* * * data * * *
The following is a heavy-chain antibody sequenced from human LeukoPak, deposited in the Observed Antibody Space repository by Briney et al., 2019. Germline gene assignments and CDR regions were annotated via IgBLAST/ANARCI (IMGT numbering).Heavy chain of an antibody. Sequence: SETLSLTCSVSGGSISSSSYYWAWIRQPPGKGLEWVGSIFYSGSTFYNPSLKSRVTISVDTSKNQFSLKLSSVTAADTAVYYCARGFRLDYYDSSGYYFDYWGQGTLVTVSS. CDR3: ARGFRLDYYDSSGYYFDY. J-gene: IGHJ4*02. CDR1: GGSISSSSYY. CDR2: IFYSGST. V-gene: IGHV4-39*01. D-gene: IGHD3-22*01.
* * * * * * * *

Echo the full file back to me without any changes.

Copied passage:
The following is a heavy-chain antibody sequenced from human LeukoPak, deposited in the Observed Antibody Space repository by Briney et al., 2019. Germline gene assignments and CDR regions were annotated via IgBLAST/ANARCI (IMGT numbering).Heavy chain of an antibody. Sequence: SETLSLTCSVSGGSISSSSYYWAWIRQPPGKGLEWVGSIFYSGSTFYNPSLKSRVTISVDTSKNQFSLKLSSVTAADTAVYYCARGFRLDYYDSSGYYFDYWGQGTLVTVSS. CDR3: ARGFRLDYYDSSGYYFDY. J-gene: IGHJ4*02. CDR1: GGSISSSSYY. CDR2: IFYSGST. V-gene: IGHV4-39*01. D-gene: IGHD3-22*01.